ExxonMobil Begins Study for South East Australia CCS Hub

ExxonMobil has initiated front-end engineering design studies to determine the feasibility of developing a South East Australia carbon capture and storage hub in the Bass Strait, where some of Australia’s oldest offshore oil and gas fields are to be decommissioned.

ExxonMobil is planning to decommission offshore facilities in the Bass Strait, where it also is examining the feasibility of developing a carbon capture and storage hub.
Source: ExxonMobil

ExxonMobil has begun early front-end engineering design studies to assess the technical and commercial feasibility of storing greenhouse-gas emissions in the Bream field off the Gippsland, Victoria, coast of Australia.

The South East Australia Carbon Capture and Storage (SEA CCS) hub could be up and running by 2025 and capture up to 2 million metric tons/year of CO2 from multiple carbon-intensive industries if its feasibility is confirmed, ExxonMobil said in a news release.

The Bream field is in the Bass Strait, where ExxonMobil Australia is currently studying how best to decommission some of its offshore facilities on some of Australia’s most mature oil and gas fields, according to the company’s website.

Meanwhile, Australian independents Santos and Beach Energy expect to bring their joint venture Moomba CCS project online in 2024 after having taken a final investment decision on that 1.7 mtpa carbon storage system in November 2021.

The USD 165 million (AUD 220 million) Moomba CSS project in South Australia’s outback is expected to become Australia’s first operational CSS hub, according to the Australian Ministry of Energy and Emissions Reduction.

Santos says it also has a Western Australia project “in the concept stage.”

In announcing its decision to proceed with the Moomba investment, Santos pointed out that the International Energy Agency’s Sustainable Development Scenario requires a hundredfold increase in CCS between now and 2050 to achieve the world’s climate goals—going from 40 million tons of CO2 stored each year today to 5.6 billion tons in 30 years.

Source: Santos 2022 Climate Change Report

Outside of Australia, Santos is targeting the company’s Bayu-Undan gas and condensate field facilities off the coast of Timor-Leste in the Timor Sea, where 10 mtpa CO2 can be stored permanently “once gas production ceases,” Santo’s CEO Kevin Gallagher said in a press release.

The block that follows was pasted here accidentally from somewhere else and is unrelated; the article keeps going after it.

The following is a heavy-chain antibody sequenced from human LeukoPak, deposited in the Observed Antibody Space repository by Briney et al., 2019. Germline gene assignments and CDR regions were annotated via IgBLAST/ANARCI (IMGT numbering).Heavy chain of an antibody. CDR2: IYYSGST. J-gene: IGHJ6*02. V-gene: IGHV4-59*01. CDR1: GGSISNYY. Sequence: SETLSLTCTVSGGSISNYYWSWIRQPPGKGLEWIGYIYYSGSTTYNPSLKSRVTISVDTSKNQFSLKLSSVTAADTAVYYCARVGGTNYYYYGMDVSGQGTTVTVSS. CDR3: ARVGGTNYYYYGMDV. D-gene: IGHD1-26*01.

At the end of February, Santos also signed a memorandum of understanding (MOU) with Australian and Korean partners to collaborate in developing CO2 storage facilities throughout not only Australia but also the Asia Pacific region as a whole.

Signators to that MOU included Australia’s CO2CRC not-for-profit carbon capture, utilization, and storage (CCUS) research organization, which owns and operates the Otway International Test Centre in Nirranda South, Victoria; Korean energy company SK E&S; the K-CCUS Association, a Korean organization that develops and commercializes CCUS technologies; and the Korean Trade Insurance Corporation.

Meanwhile, ExxonMobil’s Low Carbon Solutions business is aiming to commercialize lower-emission business opportunities in carbon capture and storage, hydrogen, and lower-emission fuels.

The international major is discussing its Grippsland project with local emissions-intensive industries to assess interest in using the hub to reduce their emissions, Exxon said in its release.

In the company’s statement, Joe Blommaert, president of ExxonMobil Low Carbon Solutions, stressed that “collaboration with other industries” as well as “sound government policies” to “accelerate the deployment of key technologies” are needed to achieve “large-scale reductions in the highest-emitting industrial sectors.”

For Further Reading
SPE 202335 CO2 Storage with Enhanced Gas Recovery (CS-EGR) in Conventional and Unconventional Gas Reservoirs in Australia

IPTC 18224 Bream Field (Phase 4)—EOR and Late Field Life Management

SPE 205823 Integrating Underwater Data into GIS for Offshore Decommissioning in Bass Strait Australia